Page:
"That said letter, containing said false and defamatory matter, was received by said local agent, A. N. Murphy, and by said A. N. Murphy exhibited to various persons in the town of Rush Springs, Okla., where plaintiff and the said C. S. Huntley have resided for a number of years. That by said false and defamatory statements the defendant meant to charge that this plaintiff and the said C. S. Huntley had either set fire to their stock of merchandise and fixtures or had it done, and were therefore guilty of arson, a crime under the laws of the state of Oklahoma, and said statements were so understood by these persons to whom said statements and defamatory matter were exhibited, and it was intended by the defendant that the same should be so understood by persons reading said letter."
¶4 Defendant answered by way of general denial, and alleged:
"But this defendant specifically denies under oath that A. N. Murphy acted as its local agent or representative in the matter of exhibiting 'to various persons in the town of Rush Springs, Okla.,' said letter referred to in plaintiff's petition herein, if in truth and in fact the said A. N. Murphy did so exhibit said letter; and this defendant specifically denies under oath that the said A. N. Murphy was ever authorized by it to exhibit said letter to any person or persons whomsoever, and specifically denies under oath that the said A. N. Murphy as this defendant's local agent had any such authority, and states the fact to be that said letter was a confidential and privileged communication from this defendant's state agent. James Brundrit, to the said A. N. Murphy, as its local agent, and that as such local agent the said A. N. Murphy had no authority to publish or exhibit the same to any person or persons whomsoever, or in any manner whatsoever, and if he, the said A. N. Murphy, did so act in the premises, such act was not authorized or countenanced by this defendant, and was not within the scope of said A. N. Murphy's authority as this defendant's local agent."
¶5 Before the loss was adjusted, investigation in regard thereto had been made by a representative of the state fire marshal, the adjuster for the defendant company, and others, who had reported to the state agent of the company that the fire which destroyed the property of plaintiffs was of incendiary origin, and that the facts and circumstances surrounding it gave rise to suspicion that plaintiffs had burned or caused the burning or such property. The matter had also been investigated by the county attorney in connection with the fire marshal, and evidently it had been determined that the evidence was insufficient to warrant the prosecution of the plaintiffs for arson.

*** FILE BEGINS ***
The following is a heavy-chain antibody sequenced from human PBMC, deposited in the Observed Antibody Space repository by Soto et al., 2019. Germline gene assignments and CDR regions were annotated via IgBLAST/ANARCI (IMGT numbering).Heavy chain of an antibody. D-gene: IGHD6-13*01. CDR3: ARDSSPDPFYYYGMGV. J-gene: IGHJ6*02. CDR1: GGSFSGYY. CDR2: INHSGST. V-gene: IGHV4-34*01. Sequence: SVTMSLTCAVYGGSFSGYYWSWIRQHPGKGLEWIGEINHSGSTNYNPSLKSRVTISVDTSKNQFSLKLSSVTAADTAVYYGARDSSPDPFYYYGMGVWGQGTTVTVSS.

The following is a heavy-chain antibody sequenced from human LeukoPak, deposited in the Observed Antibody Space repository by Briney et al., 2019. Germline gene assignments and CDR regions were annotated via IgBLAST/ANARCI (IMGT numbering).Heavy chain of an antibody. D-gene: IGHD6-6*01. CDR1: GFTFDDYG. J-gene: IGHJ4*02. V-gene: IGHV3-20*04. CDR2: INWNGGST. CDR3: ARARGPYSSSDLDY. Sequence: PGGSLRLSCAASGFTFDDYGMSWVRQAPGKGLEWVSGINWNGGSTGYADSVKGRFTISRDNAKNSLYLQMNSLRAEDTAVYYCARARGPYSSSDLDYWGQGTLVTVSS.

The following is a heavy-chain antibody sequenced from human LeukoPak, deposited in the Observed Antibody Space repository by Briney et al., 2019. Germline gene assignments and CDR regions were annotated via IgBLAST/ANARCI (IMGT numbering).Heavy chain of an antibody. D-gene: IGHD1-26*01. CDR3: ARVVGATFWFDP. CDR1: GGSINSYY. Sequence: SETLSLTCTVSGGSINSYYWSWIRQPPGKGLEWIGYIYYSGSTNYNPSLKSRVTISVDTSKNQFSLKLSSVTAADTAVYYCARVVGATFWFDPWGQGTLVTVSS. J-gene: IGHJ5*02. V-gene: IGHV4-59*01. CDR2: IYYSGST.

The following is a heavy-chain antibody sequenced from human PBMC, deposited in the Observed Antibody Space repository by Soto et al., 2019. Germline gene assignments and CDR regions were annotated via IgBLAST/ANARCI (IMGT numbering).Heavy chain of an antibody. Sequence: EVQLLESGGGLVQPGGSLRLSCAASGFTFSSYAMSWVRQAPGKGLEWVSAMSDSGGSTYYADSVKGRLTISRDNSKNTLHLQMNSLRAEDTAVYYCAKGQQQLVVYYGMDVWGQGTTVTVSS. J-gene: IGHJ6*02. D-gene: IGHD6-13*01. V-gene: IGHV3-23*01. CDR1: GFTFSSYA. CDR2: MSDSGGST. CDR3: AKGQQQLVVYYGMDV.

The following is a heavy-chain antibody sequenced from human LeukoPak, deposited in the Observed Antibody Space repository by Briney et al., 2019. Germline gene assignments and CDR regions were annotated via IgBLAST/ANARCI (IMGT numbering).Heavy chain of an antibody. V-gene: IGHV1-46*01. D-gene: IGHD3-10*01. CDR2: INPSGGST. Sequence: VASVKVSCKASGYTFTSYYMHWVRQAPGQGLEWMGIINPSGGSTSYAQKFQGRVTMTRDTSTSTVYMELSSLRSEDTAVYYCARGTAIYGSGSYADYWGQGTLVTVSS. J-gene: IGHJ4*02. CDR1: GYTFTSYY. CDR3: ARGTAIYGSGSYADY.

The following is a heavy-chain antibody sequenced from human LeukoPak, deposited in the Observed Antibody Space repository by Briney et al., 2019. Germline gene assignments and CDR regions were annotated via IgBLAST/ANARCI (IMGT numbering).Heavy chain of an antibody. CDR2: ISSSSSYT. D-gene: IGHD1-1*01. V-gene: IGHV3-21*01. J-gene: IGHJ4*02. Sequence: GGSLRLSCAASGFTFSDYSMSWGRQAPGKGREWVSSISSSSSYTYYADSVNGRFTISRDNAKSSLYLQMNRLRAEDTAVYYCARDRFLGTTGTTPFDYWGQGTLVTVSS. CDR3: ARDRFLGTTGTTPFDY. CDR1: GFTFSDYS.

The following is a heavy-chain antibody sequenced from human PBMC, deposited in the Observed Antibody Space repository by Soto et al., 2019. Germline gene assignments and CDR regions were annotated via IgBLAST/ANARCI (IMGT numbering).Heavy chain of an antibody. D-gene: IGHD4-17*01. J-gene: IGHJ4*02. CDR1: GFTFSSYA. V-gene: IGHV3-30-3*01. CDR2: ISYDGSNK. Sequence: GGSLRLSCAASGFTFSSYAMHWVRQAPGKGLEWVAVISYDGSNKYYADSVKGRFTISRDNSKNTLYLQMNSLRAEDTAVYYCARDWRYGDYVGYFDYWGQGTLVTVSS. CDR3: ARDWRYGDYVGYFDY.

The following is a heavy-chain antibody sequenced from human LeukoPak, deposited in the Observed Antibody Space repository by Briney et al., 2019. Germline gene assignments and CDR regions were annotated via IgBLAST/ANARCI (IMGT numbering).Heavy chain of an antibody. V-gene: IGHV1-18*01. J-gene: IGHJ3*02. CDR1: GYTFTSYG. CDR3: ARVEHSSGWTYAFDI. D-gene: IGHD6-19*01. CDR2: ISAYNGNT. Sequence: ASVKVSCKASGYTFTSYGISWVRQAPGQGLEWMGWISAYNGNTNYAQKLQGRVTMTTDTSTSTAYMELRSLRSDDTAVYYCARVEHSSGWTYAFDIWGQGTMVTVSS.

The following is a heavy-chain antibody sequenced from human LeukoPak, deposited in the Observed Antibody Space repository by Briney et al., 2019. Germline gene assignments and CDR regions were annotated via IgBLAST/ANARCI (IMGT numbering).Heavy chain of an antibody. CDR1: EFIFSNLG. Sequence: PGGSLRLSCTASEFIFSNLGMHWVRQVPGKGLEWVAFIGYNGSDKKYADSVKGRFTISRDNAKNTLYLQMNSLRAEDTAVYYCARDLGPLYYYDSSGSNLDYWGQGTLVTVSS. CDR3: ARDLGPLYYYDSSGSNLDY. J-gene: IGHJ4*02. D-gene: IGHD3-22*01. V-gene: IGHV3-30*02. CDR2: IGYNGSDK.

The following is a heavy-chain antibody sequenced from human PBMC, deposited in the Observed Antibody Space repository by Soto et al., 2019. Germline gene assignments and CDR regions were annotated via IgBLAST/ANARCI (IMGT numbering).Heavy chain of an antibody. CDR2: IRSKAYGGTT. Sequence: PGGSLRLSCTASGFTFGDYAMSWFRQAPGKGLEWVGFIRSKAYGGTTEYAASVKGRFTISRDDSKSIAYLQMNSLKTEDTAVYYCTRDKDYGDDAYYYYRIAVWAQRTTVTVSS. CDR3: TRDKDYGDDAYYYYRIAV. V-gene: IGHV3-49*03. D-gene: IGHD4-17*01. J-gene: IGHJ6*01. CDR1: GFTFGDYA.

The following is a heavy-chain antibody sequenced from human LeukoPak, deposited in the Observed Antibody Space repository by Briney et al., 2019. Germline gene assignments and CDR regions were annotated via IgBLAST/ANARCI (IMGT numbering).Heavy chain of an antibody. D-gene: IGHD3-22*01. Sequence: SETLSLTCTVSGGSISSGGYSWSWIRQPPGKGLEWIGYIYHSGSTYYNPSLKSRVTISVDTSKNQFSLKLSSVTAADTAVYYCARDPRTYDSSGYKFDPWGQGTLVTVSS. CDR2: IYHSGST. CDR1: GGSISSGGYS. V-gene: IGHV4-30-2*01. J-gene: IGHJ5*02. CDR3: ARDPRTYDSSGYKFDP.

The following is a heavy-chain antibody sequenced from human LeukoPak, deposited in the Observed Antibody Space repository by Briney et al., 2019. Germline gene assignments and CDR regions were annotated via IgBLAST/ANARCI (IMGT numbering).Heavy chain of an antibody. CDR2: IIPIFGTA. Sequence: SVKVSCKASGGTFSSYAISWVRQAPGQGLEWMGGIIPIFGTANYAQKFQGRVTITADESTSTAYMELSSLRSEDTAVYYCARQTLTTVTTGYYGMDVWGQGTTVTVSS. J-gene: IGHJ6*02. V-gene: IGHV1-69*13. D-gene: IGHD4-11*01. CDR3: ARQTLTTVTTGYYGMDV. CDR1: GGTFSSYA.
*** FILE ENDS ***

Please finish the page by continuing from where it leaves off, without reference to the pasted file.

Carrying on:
¶6 Relative to the letter in question the state agent of defendant, Mr. Brundrit, testified as follows:
"Q. And when you wrote that letter the policy had been settled and paid? A. The loss had. Q. It was a closed transaction? A. Yes, sir; in so far as the insured was concerned. Q. You took the policies up at Oklahoma City? A. Yes, sir. Q. It was a closed transaction so far as the company was concerned? A. Yes, sir; but not as between me and the agent; he had written me two or three letters wanting me to get that thing out of the way, and it was my business--to notify him that it was out of the way. Q. Settled and paid off? A. Yes, sir. Q. In telling him that was it necessary to tell him that the Huntley boys had burned up their store? A. The agent does not like to have policies canceled, and when a policy is canceled it is customary to let him know why, give him our reasons for not wanting to carry the business. Q. Why does the agent want to know? A. Because if he did not know he would probably put us on the risk again. Q. You instruct them to not take a risk, and they go ahead and take it anyway? A. No, but you have to give him instructions. Q. You could instruct him to not put any more risks on the Huntleys without telling him that they had burned up their goods? A. Yes. sir; but it was a good idea to let him know why. Q. You had circulated this report? A. No, sir. Q. You wrote this? A. Yes, sir. Q. You meant it? A. Yes, sir; my opinion. Q. You meant it was not an honest loss, and meant to tell him in that letter that the Huntley boys had burned up their goods? A. From the information I had I wanted him to know that I did not think the claim was an honest one, and that they knew more about the origin of the fire than they would admit. Q. You meant they burned it or had it burned? A. Yes, that is the opinion. Q. That is the way you wanted the agent to understand it? A. Yes. Q. Do you think it was necessary to say that when you told the agent to cancel the policies? A. That is my reason for canceling it. Q. You did not instruct the agent to exhibit the letter to any one? A. No, sir. * * * Q. I notice in that letter you give the agent a jacking up about making an affidavit? A. Yes, sir. Q. As a matter of fact you were not in very fine humor when you wrote that letter? A. No; I felt better. Q. You felt better after you got that out of your system? A. I don't know. Q. That is true? A. I suppose so. Q. After you got this out of your system you felt relieved? A. I wanted to give the agent instructions about what to do in the future. Q. You wanted to say something and said it to the local agent? A. That is the only one I could say it to. * * * Q. Will you tell the jury what interest the company had in communicating to Mr. Murphy the fact that the company or you believed that the Huntleys burned the stock of goods? A. It was my excuse for canceling the policies. Q. Couldn't you have told him that these policies have proven unsatisfactory, and do not take any more policies on the Huntleys' properties, and if you have any on their property at this time you can cancel them? A. I could have told him that. Q. And it would answer the same purpose and effect as telling him that you believed the Huntleys had burned up their stock of goods? A. He possibly would have written me back to find out the particulars. Q. Then he would have disobeyed your instructions? A. No, sir. Q. He would have canceled the policies? A. Yes, sir; possibly. Q. And would have kept off of the future business? A. Possibly."